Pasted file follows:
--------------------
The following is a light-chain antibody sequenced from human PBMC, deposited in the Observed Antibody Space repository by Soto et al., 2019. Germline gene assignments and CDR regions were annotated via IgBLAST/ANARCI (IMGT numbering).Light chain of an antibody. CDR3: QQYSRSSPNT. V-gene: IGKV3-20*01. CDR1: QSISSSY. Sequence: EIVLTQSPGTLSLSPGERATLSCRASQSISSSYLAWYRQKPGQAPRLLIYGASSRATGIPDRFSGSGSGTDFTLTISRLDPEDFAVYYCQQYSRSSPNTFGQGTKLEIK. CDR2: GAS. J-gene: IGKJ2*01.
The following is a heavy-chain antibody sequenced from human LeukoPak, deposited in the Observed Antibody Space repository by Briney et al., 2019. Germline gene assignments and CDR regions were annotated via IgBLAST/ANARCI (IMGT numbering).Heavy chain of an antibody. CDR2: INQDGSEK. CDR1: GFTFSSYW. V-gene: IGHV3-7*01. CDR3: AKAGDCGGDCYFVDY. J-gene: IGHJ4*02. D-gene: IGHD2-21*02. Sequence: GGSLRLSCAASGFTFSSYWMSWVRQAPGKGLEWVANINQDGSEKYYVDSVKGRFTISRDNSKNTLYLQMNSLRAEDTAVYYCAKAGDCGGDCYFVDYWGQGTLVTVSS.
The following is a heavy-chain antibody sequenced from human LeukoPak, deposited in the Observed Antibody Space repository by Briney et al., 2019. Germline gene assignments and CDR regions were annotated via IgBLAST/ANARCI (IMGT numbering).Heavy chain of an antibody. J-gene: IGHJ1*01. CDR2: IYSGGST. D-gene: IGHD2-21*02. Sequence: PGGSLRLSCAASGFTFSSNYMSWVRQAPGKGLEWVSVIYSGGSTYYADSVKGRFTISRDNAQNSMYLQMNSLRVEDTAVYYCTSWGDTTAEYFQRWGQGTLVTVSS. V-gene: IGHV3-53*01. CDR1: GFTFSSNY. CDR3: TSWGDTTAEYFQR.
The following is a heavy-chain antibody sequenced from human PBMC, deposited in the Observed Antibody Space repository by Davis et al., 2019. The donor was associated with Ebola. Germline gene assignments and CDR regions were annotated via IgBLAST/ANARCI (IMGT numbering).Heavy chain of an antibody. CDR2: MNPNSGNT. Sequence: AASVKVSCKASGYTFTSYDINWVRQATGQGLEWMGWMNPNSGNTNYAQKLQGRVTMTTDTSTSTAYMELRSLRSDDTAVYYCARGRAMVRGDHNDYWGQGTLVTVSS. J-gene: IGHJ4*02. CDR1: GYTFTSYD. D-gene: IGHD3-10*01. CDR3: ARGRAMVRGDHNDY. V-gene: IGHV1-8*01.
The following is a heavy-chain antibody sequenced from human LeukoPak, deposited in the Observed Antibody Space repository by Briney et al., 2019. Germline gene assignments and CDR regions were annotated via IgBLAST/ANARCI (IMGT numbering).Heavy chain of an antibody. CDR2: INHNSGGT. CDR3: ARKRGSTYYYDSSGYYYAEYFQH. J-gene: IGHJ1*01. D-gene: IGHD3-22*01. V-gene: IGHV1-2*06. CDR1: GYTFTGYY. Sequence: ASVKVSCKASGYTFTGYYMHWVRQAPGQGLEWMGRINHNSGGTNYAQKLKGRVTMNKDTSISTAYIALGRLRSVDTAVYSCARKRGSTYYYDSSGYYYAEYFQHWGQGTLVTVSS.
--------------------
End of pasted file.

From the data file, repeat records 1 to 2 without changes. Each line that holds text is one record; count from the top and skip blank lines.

The following is a light-chain antibody sequenced from human PBMC, deposited in the Observed Antibody Space repository by Soto et al., 2019. Germline gene assignments and CDR regions were annotated via IgBLAST/ANARCI (IMGT numbering).Light chain of an antibody. CDR3: QQYSRSSPNT. V-gene: IGKV3-20*01. CDR1: QSISSSY. Sequence: EIVLTQSPGTLSLSPGERATLSCRASQSISSSYLAWYRQKPGQAPRLLIYGASSRATGIPDRFSGSGSGTDFTLTISRLDPEDFAVYYCQQYSRSSPNTFGQGTKLEIK. CDR2: GAS. J-gene: IGKJ2*01.
The following is a heavy-chain antibody sequenced from human LeukoPak, deposited in the Observed Antibody Space repository by Briney et al., 2019. Germline gene assignments and CDR regions were annotated via IgBLAST/ANARCI (IMGT numbering).Heavy chain of an antibody. CDR2: INQDGSEK. CDR1: GFTFSSYW. V-gene: IGHV3-7*01. CDR3: AKAGDCGGDCYFVDY. J-gene: IGHJ4*02. D-gene: IGHD2-21*02. Sequence: GGSLRLSCAASGFTFSSYWMSWVRQAPGKGLEWVANINQDGSEKYYVDSVKGRFTISRDNSKNTLYLQMNSLRAEDTAVYYCAKAGDCGGDCYFVDYWGQGTLVTVSS.